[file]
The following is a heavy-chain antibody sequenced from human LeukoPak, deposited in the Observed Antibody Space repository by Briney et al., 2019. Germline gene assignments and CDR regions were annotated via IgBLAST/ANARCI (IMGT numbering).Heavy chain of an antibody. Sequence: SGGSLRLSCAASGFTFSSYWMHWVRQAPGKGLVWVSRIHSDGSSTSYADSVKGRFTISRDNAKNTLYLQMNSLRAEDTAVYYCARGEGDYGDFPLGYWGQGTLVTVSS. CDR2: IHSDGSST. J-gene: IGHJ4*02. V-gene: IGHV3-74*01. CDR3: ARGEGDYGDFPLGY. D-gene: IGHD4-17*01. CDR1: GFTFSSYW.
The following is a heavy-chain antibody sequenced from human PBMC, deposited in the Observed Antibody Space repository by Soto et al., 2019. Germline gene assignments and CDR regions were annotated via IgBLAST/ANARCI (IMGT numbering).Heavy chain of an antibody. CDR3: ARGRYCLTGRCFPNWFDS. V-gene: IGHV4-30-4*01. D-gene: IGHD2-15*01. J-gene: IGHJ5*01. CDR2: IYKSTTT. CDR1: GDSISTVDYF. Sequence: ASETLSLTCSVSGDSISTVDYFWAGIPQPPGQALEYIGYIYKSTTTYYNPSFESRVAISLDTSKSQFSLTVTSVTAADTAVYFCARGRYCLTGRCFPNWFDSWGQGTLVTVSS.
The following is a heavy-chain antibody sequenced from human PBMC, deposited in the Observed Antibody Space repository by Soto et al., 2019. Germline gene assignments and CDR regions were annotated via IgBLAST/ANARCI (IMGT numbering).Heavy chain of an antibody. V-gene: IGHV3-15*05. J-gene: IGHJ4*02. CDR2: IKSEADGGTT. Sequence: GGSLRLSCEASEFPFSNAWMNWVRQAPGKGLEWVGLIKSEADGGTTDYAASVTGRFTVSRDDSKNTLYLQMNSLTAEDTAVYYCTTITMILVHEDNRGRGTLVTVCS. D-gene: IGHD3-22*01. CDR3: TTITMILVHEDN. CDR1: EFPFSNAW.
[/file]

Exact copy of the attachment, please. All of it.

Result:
The following is a heavy-chain antibody sequenced from human LeukoPak, deposited in the Observed Antibody Space repository by Briney et al., 2019. Germline gene assignments and CDR regions were annotated via IgBLAST/ANARCI (IMGT numbering).Heavy chain of an antibody. Sequence: SGGSLRLSCAASGFTFSSYWMHWVRQAPGKGLVWVSRIHSDGSSTSYADSVKGRFTISRDNAKNTLYLQMNSLRAEDTAVYYCARGEGDYGDFPLGYWGQGTLVTVSS. CDR2: IHSDGSST. J-gene: IGHJ4*02. V-gene: IGHV3-74*01. CDR3: ARGEGDYGDFPLGY. D-gene: IGHD4-17*01. CDR1: GFTFSSYW.
The following is a heavy-chain antibody sequenced from human PBMC, deposited in the Observed Antibody Space repository by Soto et al., 2019. Germline gene assignments and CDR regions were annotated via IgBLAST/ANARCI (IMGT numbering).Heavy chain of an antibody. CDR3: ARGRYCLTGRCFPNWFDS. V-gene: IGHV4-30-4*01. D-gene: IGHD2-15*01. J-gene: IGHJ5*01. CDR2: IYKSTTT. CDR1: GDSISTVDYF. Sequence: ASETLSLTCSVSGDSISTVDYFWAGIPQPPGQALEYIGYIYKSTTTYYNPSFESRVAISLDTSKSQFSLTVTSVTAADTAVYFCARGRYCLTGRCFPNWFDSWGQGTLVTVSS.
The following is a heavy-chain antibody sequenced from human PBMC, deposited in the Observed Antibody Space repository by Soto et al., 2019. Germline gene assignments and CDR regions were annotated via IgBLAST/ANARCI (IMGT numbering).Heavy chain of an antibody. V-gene: IGHV3-15*05. J-gene: IGHJ4*02. CDR2: IKSEADGGTT. Sequence: GGSLRLSCEASEFPFSNAWMNWVRQAPGKGLEWVGLIKSEADGGTTDYAASVTGRFTVSRDDSKNTLYLQMNSLTAEDTAVYYCTTITMILVHEDNRGRGTLVTVCS. D-gene: IGHD3-22*01. CDR3: TTITMILVHEDN. CDR1: EFPFSNAW.